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News and information from UC Cooperative Extension about alfalfa and forage production.
Tractor & Hay bales
Comments:
by Jim Anderson
on March 11, 2014 at 1:11 PM
When we used to flood irrigate we would often have very much the same condition. Even with sprinklers if pooling happens the alfalfa will yellow on us in some of our fields. Especially our fields that are mucky silty clay loam, have water tables of 18-36 inches, and classified as poorly drained (by NRCS Web Soil Survey)  
My vote is too much water.
by Vern L Marble
on March 17, 2014 at 10:47 PM
This yellowing is caused by bicarbonate induced iron chlorosis. I have observed this problem often, since my undergraduate studies at Utah State Univ., and in California & Nevada. It seems to occur especially in alkaline soils above a pH of 8.2-8.4, after irrigation or rain, on heavy soils, during cool periods, and in the spring, and when a high concentration of CaCo3 in the upper 12 inches is present.
Reply by Daniel H Putnam
on March 17, 2014 at 11:00 PM
Great to have you confirm the iron chlorosis, Vern. I've seen this symptom also on high pH soils during wet cool periods on heavy soils.  
 
It's ironic (get it) that this occurred due to EXCESS moisture in a drought year.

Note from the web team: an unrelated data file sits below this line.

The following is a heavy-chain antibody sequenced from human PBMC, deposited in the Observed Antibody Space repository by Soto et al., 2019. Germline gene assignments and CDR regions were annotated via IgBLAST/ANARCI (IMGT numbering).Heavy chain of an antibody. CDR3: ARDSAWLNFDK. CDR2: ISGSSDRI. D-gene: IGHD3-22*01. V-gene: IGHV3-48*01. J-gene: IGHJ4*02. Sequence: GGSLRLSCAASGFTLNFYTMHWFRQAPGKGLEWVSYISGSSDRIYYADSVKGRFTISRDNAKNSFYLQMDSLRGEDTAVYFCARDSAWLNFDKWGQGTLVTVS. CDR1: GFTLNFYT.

by Glenn Shewmaker
on March 21, 2014 at 4:36 PM
We also see this after 1st cutting in Idaho on furrow irrigated, basically flood also. We have high pH and high bicarbonate and the oxygen-biological limiting environment.  
 
Vern, what were the iron concentration in a tissue test?
by Bill Wilson
on March 26, 2014 at 4:46 PM
It is nice to have company. Misery loves company.  
 
I though it was caused by high calcium levels. After all the soil here is calcareous, with an 8 pH, 8,500 ppm Ca, Plus 4% to 6% free lime.  
 
Then Matt Hagny mhagny@cox.net a crop consultant up in the Western Corn Belt explained the function of calcium bicarbonate.  
 
on occasion alfalfa or bermudagrass will have a tissue analysis of 300 or 400 ppm Fe, though the usual is in the 100 ppm range. HERE we seldom have visual signs of iron chlorosis in our field crops. Yard fruit trees are a different matter. Peach and pair trees suffer with iron chlorosis no matter hoow much iron is dumped into the ground or sprayed on the leaves.  
To add to the excitement we have high shrink clay soil.  
Work with the soil and forget Virginia garden soils will save our sanity.
by Hugh
on June 13, 2015 at 2:44 PM
Iron. The green veins give it away. Saturated soil and Ph above 7.5 creates iron problems. Spray with chelated iron. Broadcast 300# of elemental sulfur per acre.
 
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